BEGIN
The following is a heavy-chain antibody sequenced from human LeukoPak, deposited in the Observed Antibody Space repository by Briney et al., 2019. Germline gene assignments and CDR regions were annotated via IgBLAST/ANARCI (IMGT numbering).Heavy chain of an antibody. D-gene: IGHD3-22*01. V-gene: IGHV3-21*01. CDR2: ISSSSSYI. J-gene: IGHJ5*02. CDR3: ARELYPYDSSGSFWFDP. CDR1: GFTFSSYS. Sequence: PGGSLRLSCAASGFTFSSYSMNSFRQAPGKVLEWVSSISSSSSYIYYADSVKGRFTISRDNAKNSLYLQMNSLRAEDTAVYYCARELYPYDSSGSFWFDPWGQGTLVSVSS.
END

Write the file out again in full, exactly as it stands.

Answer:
The following is a heavy-chain antibody sequenced from human LeukoPak, deposited in the Observed Antibody Space repository by Briney et al., 2019. Germline gene assignments and CDR regions were annotated via IgBLAST/ANARCI (IMGT numbering).Heavy chain of an antibody. D-gene: IGHD3-22*01. V-gene: IGHV3-21*01. CDR2: ISSSSSYI. J-gene: IGHJ5*02. CDR3: ARELYPYDSSGSFWFDP. CDR1: GFTFSSYS. Sequence: PGGSLRLSCAASGFTFSSYSMNSFRQAPGKVLEWVSSISSSSSYIYYADSVKGRFTISRDNAKNSLYLQMNSLRAEDTAVYYCARELYPYDSSGSFWFDPWGQGTLVSVSS.